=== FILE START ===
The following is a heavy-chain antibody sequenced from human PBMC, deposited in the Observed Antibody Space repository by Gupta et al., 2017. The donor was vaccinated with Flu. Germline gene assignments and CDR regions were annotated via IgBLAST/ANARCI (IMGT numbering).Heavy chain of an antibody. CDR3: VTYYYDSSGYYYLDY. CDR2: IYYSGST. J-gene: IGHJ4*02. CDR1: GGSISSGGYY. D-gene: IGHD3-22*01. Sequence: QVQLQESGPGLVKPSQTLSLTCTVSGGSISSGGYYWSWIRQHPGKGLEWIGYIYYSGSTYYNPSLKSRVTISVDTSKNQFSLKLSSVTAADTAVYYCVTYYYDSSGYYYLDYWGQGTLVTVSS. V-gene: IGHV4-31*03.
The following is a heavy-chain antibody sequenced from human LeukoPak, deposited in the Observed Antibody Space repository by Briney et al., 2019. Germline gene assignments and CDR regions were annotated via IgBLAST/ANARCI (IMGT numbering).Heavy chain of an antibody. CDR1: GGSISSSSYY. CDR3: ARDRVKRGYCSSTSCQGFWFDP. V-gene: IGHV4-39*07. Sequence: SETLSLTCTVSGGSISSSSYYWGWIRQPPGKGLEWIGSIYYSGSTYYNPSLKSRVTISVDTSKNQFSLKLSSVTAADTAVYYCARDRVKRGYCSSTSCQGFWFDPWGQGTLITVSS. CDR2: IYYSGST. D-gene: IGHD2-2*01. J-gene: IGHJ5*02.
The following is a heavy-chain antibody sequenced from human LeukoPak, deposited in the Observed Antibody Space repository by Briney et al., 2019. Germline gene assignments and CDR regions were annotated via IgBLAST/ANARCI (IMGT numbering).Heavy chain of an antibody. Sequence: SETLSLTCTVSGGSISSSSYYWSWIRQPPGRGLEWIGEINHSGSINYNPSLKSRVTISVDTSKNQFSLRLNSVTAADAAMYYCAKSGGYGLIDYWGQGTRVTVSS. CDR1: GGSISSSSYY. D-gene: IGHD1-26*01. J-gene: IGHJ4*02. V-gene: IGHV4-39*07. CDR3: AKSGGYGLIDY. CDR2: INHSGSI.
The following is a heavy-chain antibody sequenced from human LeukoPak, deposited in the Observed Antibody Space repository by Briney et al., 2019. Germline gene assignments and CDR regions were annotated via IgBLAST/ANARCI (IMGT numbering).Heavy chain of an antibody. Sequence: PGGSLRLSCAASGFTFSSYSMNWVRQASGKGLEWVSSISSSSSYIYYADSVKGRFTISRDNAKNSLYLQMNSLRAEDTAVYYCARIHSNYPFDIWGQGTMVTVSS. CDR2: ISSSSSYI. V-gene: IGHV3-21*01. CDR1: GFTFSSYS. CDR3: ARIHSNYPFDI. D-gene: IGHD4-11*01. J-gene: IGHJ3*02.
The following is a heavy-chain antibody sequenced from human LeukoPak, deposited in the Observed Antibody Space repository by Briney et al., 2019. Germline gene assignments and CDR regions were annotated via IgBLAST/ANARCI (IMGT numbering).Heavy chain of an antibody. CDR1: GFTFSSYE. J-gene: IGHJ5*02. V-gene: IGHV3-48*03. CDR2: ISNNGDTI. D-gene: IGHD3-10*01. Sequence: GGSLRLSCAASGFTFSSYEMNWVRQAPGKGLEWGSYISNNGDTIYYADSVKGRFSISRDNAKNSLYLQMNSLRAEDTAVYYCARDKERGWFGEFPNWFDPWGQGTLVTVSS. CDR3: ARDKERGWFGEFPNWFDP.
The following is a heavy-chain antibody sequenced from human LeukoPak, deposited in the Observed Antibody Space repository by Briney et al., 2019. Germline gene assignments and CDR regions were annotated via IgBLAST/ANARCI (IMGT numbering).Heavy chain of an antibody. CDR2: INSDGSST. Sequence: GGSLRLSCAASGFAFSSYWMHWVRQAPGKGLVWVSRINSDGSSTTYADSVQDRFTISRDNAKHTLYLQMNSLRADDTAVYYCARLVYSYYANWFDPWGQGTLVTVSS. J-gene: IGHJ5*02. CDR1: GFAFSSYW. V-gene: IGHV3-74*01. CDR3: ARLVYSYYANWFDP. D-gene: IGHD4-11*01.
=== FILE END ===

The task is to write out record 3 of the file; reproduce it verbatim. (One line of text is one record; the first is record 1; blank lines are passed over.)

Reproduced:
The following is a heavy-chain antibody sequenced from human LeukoPak, deposited in the Observed Antibody Space repository by Briney et al., 2019. Germline gene assignments and CDR regions were annotated via IgBLAST/ANARCI (IMGT numbering).Heavy chain of an antibody. Sequence: SETLSLTCTVSGGSISSSSYYWSWIRQPPGRGLEWIGEINHSGSINYNPSLKSRVTISVDTSKNQFSLRLNSVTAADAAMYYCAKSGGYGLIDYWGQGTRVTVSS. CDR1: GGSISSSSYY. D-gene: IGHD1-26*01. J-gene: IGHJ4*02. V-gene: IGHV4-39*07. CDR3: AKSGGYGLIDY. CDR2: INHSGSI.